If you read this blog, it is likely that you enjoy shooting – an activity that has hot bross flying through the air, the potential for catastrophic failures of mechanical objects held close to the face of the shooter, and splash-back from steel targets. All of that adds up to a very good reason to wear eye protection. Shooting and eyewear generally go hand in hand.
I’ve learned, first hand, the value of good eyewear. I’ve seen it protect people from injury and I’ve seen the effects of poor quality eyewear on the performance of a shooter. The protection aspect of shooting glasses is often discussed but the performance aspect rarely is, so I thought I would share a story from one of my first carbine courses to illustrate.
It is common in carbine courses for the instructor to complete a zero check at the start of each day. They want to establish that the rifle is good to go so that when the student misses, they can eliminate a problem with the rifle as the cause. In this particular course, we established a zero on day one before beginning basic drills.
On day 2, the instructor started with what was supposed to be a very quick zero check. One of the shooters showed up without his normal eye protection so he grabbed a pair of disposable safety glasses and headed to the line. That quick zero check turned into an entirely too long trouble-shooting session. Every shooter on the line was crowded around trying to figure out why this rifle was still grouping well but in an entirely different place than it was yesterday. I don’t recall everything we checked but we eventually wondered if his change in eyewear was playing a role.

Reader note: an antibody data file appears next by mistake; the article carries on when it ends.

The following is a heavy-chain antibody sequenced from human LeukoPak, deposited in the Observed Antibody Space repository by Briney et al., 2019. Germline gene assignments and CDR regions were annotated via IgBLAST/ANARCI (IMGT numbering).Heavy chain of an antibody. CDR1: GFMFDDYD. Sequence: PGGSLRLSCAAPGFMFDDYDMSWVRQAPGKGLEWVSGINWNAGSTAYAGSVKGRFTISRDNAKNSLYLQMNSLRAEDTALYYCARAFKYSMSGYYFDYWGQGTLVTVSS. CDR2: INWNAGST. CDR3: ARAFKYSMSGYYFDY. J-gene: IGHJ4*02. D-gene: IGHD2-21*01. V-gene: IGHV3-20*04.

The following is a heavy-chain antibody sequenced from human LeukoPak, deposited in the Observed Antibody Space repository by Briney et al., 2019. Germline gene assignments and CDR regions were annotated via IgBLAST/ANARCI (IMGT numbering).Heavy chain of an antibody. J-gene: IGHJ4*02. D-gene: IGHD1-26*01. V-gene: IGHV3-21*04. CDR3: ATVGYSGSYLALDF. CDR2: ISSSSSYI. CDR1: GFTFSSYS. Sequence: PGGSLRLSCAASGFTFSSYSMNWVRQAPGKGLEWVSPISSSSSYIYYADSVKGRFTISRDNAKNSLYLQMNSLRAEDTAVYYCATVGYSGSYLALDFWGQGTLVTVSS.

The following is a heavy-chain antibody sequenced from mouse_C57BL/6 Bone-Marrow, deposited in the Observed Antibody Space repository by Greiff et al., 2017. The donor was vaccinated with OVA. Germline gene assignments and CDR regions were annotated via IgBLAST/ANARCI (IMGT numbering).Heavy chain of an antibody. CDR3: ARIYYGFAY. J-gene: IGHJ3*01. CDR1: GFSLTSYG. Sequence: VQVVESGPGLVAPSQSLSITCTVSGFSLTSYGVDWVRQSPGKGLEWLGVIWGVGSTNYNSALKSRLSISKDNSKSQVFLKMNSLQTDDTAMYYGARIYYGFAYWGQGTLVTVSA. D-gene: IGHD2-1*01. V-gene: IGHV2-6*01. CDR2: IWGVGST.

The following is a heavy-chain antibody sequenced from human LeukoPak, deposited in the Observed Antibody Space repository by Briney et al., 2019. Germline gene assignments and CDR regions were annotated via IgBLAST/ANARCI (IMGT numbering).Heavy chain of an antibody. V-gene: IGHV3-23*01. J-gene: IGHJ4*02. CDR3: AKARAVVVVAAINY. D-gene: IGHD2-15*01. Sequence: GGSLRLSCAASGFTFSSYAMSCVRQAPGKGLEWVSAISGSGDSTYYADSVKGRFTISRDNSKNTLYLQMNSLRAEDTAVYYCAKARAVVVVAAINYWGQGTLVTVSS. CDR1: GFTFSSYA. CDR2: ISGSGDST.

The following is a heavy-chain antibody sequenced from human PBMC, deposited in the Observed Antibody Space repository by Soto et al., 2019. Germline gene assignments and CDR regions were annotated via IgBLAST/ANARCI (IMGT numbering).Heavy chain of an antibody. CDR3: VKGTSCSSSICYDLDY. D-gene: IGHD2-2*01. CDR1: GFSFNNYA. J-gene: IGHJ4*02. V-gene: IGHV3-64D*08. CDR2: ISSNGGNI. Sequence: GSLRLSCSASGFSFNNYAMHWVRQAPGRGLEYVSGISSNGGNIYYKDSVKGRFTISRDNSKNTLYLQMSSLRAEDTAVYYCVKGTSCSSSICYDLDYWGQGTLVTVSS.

Sure enough, without the cheap safety glasses, the rifle would group exactly where he expected. Someone produced a better pair of glasses for him to borrow and we moved on without further issues. A shift of several inches at 50 yards was caused entirely by the distortion from cheap safety glasses.
That lesson stuck with me. Before that incident, I had seen eye protection protect from things bullet jackets coming off steel targets but I had never seen it have such a drastic effect on performance. Those disposable safety glasses that are so attractively priced may protect your eyes, but what are they doing to your vision?
You spend hundreds, maybe even thousands on good glass for your rifle. Why would you then put cheap plastic lenses of poor optical quality between that nice optic and your eye? You spend hours establishing a solid zero on your rifle and working out your drops at various distances. Why would you run the risk of throwing that off with cheap eye wear?
Eye protection doesn’t have to be expensive to be good, just make sure what you are buying is good enough that it keeps distortion to a minimum.